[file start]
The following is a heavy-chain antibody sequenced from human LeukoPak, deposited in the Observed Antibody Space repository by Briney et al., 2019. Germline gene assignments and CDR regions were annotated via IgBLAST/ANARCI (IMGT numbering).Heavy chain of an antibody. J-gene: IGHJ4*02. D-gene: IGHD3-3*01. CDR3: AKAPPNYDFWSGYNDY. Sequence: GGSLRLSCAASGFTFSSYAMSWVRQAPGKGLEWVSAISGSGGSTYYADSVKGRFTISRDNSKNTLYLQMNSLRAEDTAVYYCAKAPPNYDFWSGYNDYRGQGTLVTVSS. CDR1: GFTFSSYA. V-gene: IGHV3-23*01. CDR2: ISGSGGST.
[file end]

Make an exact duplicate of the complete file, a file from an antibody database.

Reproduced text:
The following is a heavy-chain antibody sequenced from human LeukoPak, deposited in the Observed Antibody Space repository by Briney et al., 2019. Germline gene assignments and CDR regions were annotated via IgBLAST/ANARCI (IMGT numbering).Heavy chain of an antibody. J-gene: IGHJ4*02. D-gene: IGHD3-3*01. CDR3: AKAPPNYDFWSGYNDY. Sequence: GGSLRLSCAASGFTFSSYAMSWVRQAPGKGLEWVSAISGSGGSTYYADSVKGRFTISRDNSKNTLYLQMNSLRAEDTAVYYCAKAPPNYDFWSGYNDYRGQGTLVTVSS. CDR1: GFTFSSYA. V-gene: IGHV3-23*01. CDR2: ISGSGGST.